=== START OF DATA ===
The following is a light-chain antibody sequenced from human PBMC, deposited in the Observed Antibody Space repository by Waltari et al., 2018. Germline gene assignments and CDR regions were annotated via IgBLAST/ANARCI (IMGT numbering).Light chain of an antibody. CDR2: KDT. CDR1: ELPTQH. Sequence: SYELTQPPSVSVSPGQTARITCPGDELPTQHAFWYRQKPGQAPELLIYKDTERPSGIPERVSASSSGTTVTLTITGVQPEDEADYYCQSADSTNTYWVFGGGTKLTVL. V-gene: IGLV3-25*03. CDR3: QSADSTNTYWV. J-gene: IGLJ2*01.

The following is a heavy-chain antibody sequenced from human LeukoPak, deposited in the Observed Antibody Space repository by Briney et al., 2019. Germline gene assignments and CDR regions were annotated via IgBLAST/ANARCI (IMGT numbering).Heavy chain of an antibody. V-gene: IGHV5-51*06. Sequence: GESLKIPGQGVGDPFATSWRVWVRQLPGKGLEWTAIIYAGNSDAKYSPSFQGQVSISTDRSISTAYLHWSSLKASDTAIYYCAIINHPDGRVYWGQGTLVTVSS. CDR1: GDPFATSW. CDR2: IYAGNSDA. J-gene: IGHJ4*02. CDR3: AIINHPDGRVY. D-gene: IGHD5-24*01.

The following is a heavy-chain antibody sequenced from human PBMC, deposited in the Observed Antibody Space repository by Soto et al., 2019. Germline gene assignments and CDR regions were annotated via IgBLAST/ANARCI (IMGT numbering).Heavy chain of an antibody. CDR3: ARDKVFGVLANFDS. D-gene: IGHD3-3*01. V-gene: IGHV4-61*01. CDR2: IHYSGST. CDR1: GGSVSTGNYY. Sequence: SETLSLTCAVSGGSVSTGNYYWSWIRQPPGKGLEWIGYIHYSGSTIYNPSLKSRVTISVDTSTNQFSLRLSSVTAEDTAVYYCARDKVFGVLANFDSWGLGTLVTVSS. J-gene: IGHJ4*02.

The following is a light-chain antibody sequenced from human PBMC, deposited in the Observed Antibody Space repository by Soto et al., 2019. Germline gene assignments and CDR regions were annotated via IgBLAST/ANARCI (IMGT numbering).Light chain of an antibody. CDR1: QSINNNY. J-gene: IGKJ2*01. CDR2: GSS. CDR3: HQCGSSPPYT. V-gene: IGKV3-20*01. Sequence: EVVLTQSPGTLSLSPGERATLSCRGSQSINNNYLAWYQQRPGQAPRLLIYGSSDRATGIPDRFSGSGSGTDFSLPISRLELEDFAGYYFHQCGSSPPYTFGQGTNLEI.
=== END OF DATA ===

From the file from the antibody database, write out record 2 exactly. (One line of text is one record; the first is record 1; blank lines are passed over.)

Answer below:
The following is a heavy-chain antibody sequenced from human LeukoPak, deposited in the Observed Antibody Space repository by Briney et al., 2019. Germline gene assignments and CDR regions were annotated via IgBLAST/ANARCI (IMGT numbering).Heavy chain of an antibody. V-gene: IGHV5-51*06. Sequence: GESLKIPGQGVGDPFATSWRVWVRQLPGKGLEWTAIIYAGNSDAKYSPSFQGQVSISTDRSISTAYLHWSSLKASDTAIYYCAIINHPDGRVYWGQGTLVTVSS. CDR1: GDPFATSW. CDR2: IYAGNSDA. J-gene: IGHJ4*02. CDR3: AIINHPDGRVY. D-gene: IGHD5-24*01.